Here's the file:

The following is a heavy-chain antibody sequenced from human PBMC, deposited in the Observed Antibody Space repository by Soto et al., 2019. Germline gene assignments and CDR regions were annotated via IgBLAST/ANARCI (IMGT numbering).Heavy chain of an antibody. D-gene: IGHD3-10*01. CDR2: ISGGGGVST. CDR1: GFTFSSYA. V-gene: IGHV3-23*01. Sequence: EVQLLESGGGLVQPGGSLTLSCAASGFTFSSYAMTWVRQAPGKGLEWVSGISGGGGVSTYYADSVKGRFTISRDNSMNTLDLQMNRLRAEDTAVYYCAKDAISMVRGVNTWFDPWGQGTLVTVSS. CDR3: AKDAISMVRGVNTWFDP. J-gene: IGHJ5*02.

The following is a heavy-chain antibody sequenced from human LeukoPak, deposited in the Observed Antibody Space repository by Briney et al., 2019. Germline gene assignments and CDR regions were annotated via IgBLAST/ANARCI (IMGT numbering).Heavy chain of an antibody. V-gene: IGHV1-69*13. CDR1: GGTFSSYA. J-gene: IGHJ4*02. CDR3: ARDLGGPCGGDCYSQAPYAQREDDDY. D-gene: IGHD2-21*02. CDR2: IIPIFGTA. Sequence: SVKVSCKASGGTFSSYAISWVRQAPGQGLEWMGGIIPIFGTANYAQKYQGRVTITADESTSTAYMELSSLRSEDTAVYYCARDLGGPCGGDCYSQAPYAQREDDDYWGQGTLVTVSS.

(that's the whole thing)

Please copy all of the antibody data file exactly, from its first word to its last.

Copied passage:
The following is a heavy-chain antibody sequenced from human PBMC, deposited in the Observed Antibody Space repository by Soto et al., 2019. Germline gene assignments and CDR regions were annotated via IgBLAST/ANARCI (IMGT numbering).Heavy chain of an antibody. D-gene: IGHD3-10*01. CDR2: ISGGGGVST. CDR1: GFTFSSYA. V-gene: IGHV3-23*01. Sequence: EVQLLESGGGLVQPGGSLTLSCAASGFTFSSYAMTWVRQAPGKGLEWVSGISGGGGVSTYYADSVKGRFTISRDNSMNTLDLQMNRLRAEDTAVYYCAKDAISMVRGVNTWFDPWGQGTLVTVSS. CDR3: AKDAISMVRGVNTWFDP. J-gene: IGHJ5*02.

The following is a heavy-chain antibody sequenced from human LeukoPak, deposited in the Observed Antibody Space repository by Briney et al., 2019. Germline gene assignments and CDR regions were annotated via IgBLAST/ANARCI (IMGT numbering).Heavy chain of an antibody. V-gene: IGHV1-69*13. CDR1: GGTFSSYA. J-gene: IGHJ4*02. CDR3: ARDLGGPCGGDCYSQAPYAQREDDDY. D-gene: IGHD2-21*02. CDR2: IIPIFGTA. Sequence: SVKVSCKASGGTFSSYAISWVRQAPGQGLEWMGGIIPIFGTANYAQKYQGRVTITADESTSTAYMELSSLRSEDTAVYYCARDLGGPCGGDCYSQAPYAQREDDDYWGQGTLVTVSS.